GST rollout on June 30 midnight, former PM Manmohan Singh invited: Arun Jaitley
GST will simplify a web of taxes, regulations and border levies by subsuming an array of central and state levies, including excise duty, service tax and VAT.india Updated: Jun 20, 2017 15:03 IST
The much-awaited goods and services tax (GST) will be officially launched at midnight of June 30 during a special function in Parliament’s Central Hall.
Finance minister Arun Jaitley said on Tuesday there will be no special session of Parliament, though a function to launch the GST will be held in the presence of President Pranab Mukherjee and vice-president Hamid Ansari.
Former prime ministers Manmohan Singh and HD Deve Gowda will also be present for the function. Chief ministers have also been invited.
Days before the new tax structure kicks in, Jaitley said he expects some initial hiccups in the new taxation system.
“The challenges may occur due to some technical glitches or filing problems, but over medium to long term, revenues of Centre and states will grow and the size of formal economy too will grow,” he told reporters in New Delhi.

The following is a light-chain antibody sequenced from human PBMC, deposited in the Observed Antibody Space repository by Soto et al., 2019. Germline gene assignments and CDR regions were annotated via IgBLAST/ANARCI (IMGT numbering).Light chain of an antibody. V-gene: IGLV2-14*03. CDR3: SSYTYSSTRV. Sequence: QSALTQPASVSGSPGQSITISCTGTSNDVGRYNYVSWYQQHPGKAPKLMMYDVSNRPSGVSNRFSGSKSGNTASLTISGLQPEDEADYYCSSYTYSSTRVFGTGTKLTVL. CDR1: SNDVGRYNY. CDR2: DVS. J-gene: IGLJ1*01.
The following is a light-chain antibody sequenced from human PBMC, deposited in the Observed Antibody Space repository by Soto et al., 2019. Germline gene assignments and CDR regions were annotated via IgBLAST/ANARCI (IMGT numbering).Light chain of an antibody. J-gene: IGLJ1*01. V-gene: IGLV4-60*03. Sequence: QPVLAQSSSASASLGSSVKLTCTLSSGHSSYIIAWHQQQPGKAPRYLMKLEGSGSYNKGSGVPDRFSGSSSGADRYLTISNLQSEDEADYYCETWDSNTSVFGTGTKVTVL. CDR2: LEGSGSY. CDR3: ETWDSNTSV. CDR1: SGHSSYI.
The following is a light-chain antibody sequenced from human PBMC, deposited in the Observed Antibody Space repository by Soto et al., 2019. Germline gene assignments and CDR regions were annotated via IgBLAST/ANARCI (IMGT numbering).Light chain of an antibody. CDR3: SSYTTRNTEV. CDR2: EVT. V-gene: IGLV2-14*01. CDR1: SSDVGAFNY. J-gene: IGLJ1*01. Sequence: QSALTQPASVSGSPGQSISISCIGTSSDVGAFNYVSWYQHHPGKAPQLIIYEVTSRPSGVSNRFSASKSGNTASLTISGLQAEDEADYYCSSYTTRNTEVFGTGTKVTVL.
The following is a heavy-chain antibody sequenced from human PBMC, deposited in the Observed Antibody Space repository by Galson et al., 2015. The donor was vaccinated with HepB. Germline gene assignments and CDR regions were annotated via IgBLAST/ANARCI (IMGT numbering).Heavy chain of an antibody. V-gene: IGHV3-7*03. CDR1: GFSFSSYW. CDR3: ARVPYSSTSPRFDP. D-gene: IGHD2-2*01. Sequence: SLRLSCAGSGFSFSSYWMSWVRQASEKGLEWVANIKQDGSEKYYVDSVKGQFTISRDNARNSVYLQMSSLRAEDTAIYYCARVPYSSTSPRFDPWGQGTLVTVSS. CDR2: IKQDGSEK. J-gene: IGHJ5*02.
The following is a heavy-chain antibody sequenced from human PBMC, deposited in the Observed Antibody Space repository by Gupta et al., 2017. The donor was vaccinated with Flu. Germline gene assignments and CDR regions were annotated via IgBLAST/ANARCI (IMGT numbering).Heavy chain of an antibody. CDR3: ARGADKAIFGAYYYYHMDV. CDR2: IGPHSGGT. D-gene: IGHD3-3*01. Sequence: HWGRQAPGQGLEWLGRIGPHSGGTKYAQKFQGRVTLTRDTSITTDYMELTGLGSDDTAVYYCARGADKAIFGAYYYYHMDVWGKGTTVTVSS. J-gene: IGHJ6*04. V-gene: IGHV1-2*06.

FM Jaitley said switching to the new tax regime will boost revenues as GST would help in checking tax evasion and bringing more transparency.
“Consequently, it should have a positive impact on the GDP,” said Jaitley.
Ruling out any further slippage in the timeline, Jaitley said small businesses have been given enough time to prepare for the July 1 rollout.
“We have been saying for the last six months it would be July 1, nobody has any business not to be ready,” Jaitley told reporters. “If he’s still not ready, then I’m afraid he does not want to be ready.”
Around 6.5 million firms have already registered for the GST and more are expected to sign up for what has been billed as the biggest tax reform in India’s 70-year history.
Once implemented, the GST will subsume all central and state-level taxes and levies, and will bring single tax on supply of goods and services. The GST Council has finalised the tax rates of all goods and services, placing majority of them under four broad tax slabs -- 5%, 12%, 18% and 28%. However, several items of necessity or religious importance have been exempted from the tax structure.
All states barring Kerala and Jammu and Kashmir have passed their state GST laws. These two states are expected to pass the law in next few days.
(With inputs from agencies)